3. Let’s assume that 100 percent of the reported donations were made in the USA.
  4. Let’s assume that the more than 15,000 participating charities are all based in the USA.
  5. Let’s assume that no donations would have come in on that day if it were not for #GivingTuesday.

With those assumptions in mind, let’s look more closely at the #GivingTuesday results:

• #GivingTuesday generated 0.026 percent of donations for the year despite the day itself accounting for 0.274 percent of the calendar. In other words, despite the big promotional push, #GivingTuesday produced a disproportionately low volume of giving.

• With more than 15,000 participating organizations, #GivingTuesday generated an average of just $6,091 per organization. While it’s nice to have the $6,091 of income, it’s hardly a transformational amount especially considering that that amount includes money that would have come in anyway.

Beyond the numbers we do know, we do not know how much money would have come in anyway. We do not know how many new donors were inspired to give. We do not know if organizations are able to retain #GivingTuesday donors. We do not know if larger organizations are simply siphoning support from smaller organizations. We do not know if #GivingTuesday simply shifts when people give without inspiring more people to give, more people to give more often, and more people to give more.

December 19, 2014

Is Spelman College Unethical?

Spelman College has announced that it is suspending an endowed professorship in humanities that was funded by Bill and Camille Cosby. Spelman issued this one-paragraph statement:

December 14, 2014 — The William and Camille Olivia Hanks Cosby Endowed Professorship was established to bring positive attention and accomplished visiting scholars to Spelman College in order to enhance our intellectual, cultural and creative life; however, the current context prevents us from continuing to meet these objectives fully. Consequently, we will suspend the program until such time that the original goals can again be met.”

The Cosby family donated $20 million to Spelman in 1988. In 1996, Spelman opened the Camille Olivia Hanks Cosby EdD Academic Center. At that time, “an endowed professorship named for Drs. Cosby was also established to support visiting scholars in the fine arts, humanities and social sciences as well as Spelman College’s Museum of Fine Art,” according to a November 25 written statement by Beverly Daniel Tatum, Spelman’s president.

The November statement also explained:

The academic center and endowed professorship were funded through a philanthropic commitment from the Cosby family made more than 25 years ago, and at this time there are no discussions regarding changes to the terms of the gift.”

Just 19 days later, Spelman reversed its position and suspended the professorship. When contacted, several Spelman officials refused to comment. A representative for Cosby also declined to comment.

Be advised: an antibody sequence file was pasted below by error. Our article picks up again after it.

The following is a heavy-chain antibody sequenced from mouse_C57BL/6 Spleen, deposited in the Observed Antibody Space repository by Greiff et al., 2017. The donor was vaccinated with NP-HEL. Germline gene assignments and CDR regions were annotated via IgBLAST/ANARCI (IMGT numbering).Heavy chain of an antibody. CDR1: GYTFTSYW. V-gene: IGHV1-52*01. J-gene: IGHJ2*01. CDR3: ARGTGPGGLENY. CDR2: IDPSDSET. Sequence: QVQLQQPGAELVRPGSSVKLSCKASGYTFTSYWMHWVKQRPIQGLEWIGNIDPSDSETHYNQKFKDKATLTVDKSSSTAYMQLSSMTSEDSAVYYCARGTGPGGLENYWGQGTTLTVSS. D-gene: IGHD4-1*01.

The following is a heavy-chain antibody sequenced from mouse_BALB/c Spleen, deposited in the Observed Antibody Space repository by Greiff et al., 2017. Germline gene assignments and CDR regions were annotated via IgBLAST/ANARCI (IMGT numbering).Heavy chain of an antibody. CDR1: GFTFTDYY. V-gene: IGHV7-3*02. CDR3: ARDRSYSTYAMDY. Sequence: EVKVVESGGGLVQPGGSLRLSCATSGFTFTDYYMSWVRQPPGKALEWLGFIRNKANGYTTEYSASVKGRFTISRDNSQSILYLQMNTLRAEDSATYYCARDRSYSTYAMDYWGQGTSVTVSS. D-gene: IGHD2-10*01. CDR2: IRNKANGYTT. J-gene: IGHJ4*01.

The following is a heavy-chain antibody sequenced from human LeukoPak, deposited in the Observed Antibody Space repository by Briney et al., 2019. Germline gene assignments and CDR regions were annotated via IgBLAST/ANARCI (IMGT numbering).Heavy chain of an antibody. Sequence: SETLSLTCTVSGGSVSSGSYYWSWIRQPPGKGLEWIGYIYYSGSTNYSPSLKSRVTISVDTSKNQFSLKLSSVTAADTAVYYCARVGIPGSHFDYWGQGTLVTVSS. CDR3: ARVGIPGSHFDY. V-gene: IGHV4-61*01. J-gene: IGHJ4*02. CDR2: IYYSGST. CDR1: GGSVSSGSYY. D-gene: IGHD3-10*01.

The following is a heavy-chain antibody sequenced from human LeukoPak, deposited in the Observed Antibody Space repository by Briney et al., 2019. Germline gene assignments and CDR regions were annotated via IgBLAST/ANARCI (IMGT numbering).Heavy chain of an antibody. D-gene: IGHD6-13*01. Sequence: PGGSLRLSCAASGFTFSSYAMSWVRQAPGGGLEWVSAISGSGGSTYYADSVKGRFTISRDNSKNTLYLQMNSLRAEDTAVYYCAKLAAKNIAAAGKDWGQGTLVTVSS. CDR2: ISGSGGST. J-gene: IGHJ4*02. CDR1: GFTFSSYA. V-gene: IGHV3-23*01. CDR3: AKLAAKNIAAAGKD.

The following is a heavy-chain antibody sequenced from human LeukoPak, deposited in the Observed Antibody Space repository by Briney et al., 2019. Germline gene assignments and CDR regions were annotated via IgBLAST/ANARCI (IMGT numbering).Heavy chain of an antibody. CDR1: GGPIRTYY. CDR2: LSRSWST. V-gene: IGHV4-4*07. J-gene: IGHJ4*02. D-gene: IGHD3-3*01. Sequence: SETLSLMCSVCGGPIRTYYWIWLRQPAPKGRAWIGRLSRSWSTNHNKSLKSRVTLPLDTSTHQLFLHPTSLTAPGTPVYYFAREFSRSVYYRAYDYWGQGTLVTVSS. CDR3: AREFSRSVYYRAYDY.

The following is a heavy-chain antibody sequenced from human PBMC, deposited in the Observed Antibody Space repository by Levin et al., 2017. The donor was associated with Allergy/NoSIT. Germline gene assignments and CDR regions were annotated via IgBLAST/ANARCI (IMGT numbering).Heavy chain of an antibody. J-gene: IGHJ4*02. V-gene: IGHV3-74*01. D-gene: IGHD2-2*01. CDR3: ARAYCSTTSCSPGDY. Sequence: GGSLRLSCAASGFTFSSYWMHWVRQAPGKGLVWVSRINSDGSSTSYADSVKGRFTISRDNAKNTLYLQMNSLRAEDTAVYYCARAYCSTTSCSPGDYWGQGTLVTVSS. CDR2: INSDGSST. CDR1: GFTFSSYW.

Bill Cosby by remolacha.net via Flickr

Bill Cosby

For the past several weeks, Bill Cosby has been the target of a large number of sexual assault allegations. However, no criminal charges have been filed against Cosby. Spelman knew this in November. It’s unclear why the College abruptly suspended the endowed professorship now. While additional allegations have been made in the intervening weeks, Cosby still has not been charged with a crime.

To paraphrase Tyler Perry, if Cosby did commit the sexual assaults, it’s a terrible situation. If Cosby did not commit the sexual assaults, it’s a terrible situation. I won’t comment on the Cosby situation beyond that. However, I do want to explore the Spelman news because it has broader implications for all nonprofit institutions.

Nonprofit organizations are ethically required to use a donor’s contribution in the way in which the donor intended. The applicable portions of the Donor Bill of Rights “declares that all donors have these rights”:

IV. To be assured their gifts will be used for the purposes for which they were given….

V. To receive appropriate acknowledgement and recognition….

VI. To be assured that information about their donations is handled with respect and with confidentiality to the extent provided by law.”

The relevant passages from the Association of Fundraising Professionals Code of Ethical Principles state:

December 16, 2014

Special Report: Congress Passes the Charitable IRA Rollover

At 7:32 PM (EST) this evening, Dec. 16, 2014, the US Senate passed HR 5771, the bill that retroactively extends several tax provisions, including the IRA Rollover. The law will expire on Dec. 31, 2014, without any grace period. However, it’s important to note that the measure will not become law until signed by President Obama, which is expected.

While approval of the IRA Rollover is good news, it unfortunately comes extremely late in the year. This means most nonprofit organizations will be unable to fully take advantage of the provision. Nevertheless, there are a couple of simple actions you can take:

  1. Look at your donor file to see which individuals have made gifts from an IRA in the past. Then, call those donors to let them know of the opportunity for 2014, assuming President Obama signs the measure. At the very least, email those donors.
  2. Email all of your older donors to alert them to the opportunity for them to give from their IRAs. Even if they don’t take advantage of the IRA Rollover, they’ll appreciate that you informed them about this late breaking news.

December 7, 2014

Special Report: House of Representatives Approves IRA Rollover

[Publisher’s Note: “Special Reports” are posted from time-to-time as a benefit for subscribers and frequent visitors to this blog. “Special Reports” are usually not widely promoted. To be notified of all new posts, including “Special Reports,” please take a moment to subscribe in the right-hand column.]